The characteristic attribute is always held by a particular service, and it is where the hierarchy’s real data is stored.
The characteristic has two attributes:
- Characteristic value
- the characteristic declaration which contains the metadata
It essentially consists of the operations that can be used with the characters like Indicate, read, write, notify, broadcast etc.
UUID or Universally Unique Identifier
- In a Generic Attribute (GATT) profile, the UUID is a universally unique 128-bit or 16-byte integer that is used to identify profiles, services, and data kinds.
- In the code description we will provide a link where you can generate a new UUID.
BLE network topology
BLE uses Star and mesh topology for communication.
A Broadcast Type or a Connection Type communication between two BLE devices is possible. The ‘broadcaster’ BLE Device sends data to any ‘observer’ BLE Device in broadcasting. It’s a data transfer that only goes one way.
A ‘Connection’ between the BLE Devices is required for two-way communication. A Central (Master) BLE Device continuously checks for advertising data packets sent by a Peripheral (Slave) BLE Device.
- BLE is ideal for applications that need to exchange modest amounts of data on a regular basis.
- BLE is used extensively in healthcare, fitness, tracking, beacons, security, and home automation etc.
- Bluetooth Low Energy is natively supported by mobile operating systems such as iOS, Android, Windows Phone, as well as macOS, Linux, Windows 8 & 10.
- You can use ESP32 BLE either as a BLE server or a client.
- Examples are available in the ESP32 BLE library(Arduino IDE) which you can use to implement BLE services.
- The Arduino IDE must have the ESP32 board manager file and libraries installed. If you haven’t previously, prepare your Arduino IDE to operate with the ESP32 then do read our previous tutorial i.e. Introduction to ESP32 Programming Series.
BLE Server Code Description
- For coding, we are using Arduino IDE’s inbuilt example and will make required changes in that code only.
- I will also explain the code in detail for beginners to understand.
In this code ESP32, BLE will be used as a server.
- Import the necessary/required libraries for the BLE application.
- Define a UUID for the Service and Characteristic.
- To generate UUIDs, go to the following link:
- You can either use the default UUIDs if you wish to or go to the above link to generate random UUIDs as per your services and attributes.
- Call back or acknowledge the server whether the client is connected or not
Arduino Setup() Function
- Serial Communication at a baud rate of 115200.
- Create a name for your BLE device for identification, we named it Wibree.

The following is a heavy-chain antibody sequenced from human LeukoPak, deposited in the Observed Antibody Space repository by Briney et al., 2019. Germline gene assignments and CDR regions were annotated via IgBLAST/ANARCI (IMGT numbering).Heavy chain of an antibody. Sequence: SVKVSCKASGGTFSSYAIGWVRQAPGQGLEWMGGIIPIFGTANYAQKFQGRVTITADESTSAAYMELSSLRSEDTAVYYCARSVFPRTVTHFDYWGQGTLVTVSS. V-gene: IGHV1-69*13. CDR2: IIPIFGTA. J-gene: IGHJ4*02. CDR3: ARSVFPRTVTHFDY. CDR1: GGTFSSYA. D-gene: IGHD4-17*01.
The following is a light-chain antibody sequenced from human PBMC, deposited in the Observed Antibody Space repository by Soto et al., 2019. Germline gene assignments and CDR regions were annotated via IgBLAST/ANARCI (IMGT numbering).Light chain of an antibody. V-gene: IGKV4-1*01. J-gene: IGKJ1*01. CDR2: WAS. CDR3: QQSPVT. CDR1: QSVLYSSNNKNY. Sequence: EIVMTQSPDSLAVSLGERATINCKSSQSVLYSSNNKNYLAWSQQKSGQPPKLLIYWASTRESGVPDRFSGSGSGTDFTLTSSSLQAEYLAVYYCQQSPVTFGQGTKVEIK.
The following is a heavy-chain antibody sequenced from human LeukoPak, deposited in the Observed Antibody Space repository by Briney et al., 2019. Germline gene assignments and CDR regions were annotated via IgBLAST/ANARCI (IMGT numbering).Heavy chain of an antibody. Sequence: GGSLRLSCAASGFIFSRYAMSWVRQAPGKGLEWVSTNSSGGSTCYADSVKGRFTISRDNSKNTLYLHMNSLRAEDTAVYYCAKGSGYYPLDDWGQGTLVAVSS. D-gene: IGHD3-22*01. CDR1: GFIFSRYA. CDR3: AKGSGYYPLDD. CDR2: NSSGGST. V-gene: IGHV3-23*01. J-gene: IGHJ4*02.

- Set the BLE device as a server.
- Create a service for the BLE server with the UUID defined earlier.
- The characteristic for that service is then set. As you can see, you’re still using the UUID you created previously, and you’ll need to supply the properties of the characters as arguments. It’s read and write in this scenario.
- You can also add other services like battery, indicate, notify etc.
- The setValue() method can be used to set the value of a characteristic.
- The above value can be changed to whatever you like. This could be a sensor reading.
- Finally, activate the service and advertising so that other BLE devices can scan and locate this BLE device.
Arduino Loop() Function
- Here we can check if the device is connected with the client or not
- If connected then do some tasks like transmitting data or receiving input from the client.
Data Size Per Packet
20 bytes per packet.
Unfortunately, BLE isn’t built to handle large amounts of data. The maximum data size per packet in the BLE specification is 20 bytes, so if you wish to communicate more, you’ll have to divide it up into many packets. Fortunately, this isn’t a tough task. Simply put, use a delimiter like “!” or “*” or something unique at the end of your whole message to signal the app that the message is done and to start listening for future communications. If you want to send and + > 20 bytes cumulatively, for example, you can send and then proceed with the next message if needed.
Testing ESP32 BLE Server
After creating a BLE server using ESP32, we can use a BLE application available on the Play store for testing purposes.
Demonstration with BLE scanner app:
- Go to play store
- Search for BLE scanner and download the app
- After installing the app turn on the Bluetooth.
- Open the app and search for nearby devices.
- Now connect to ESP32 BLE by clicking on the ESP32 device.
- In our case, we named the device ‘Wibree’.
- Now you can use the various services provided by BLE like writing and reading data packets, checking battery levels etc. and a lot more.
This concludes the tutorial. I hope you find it helpful.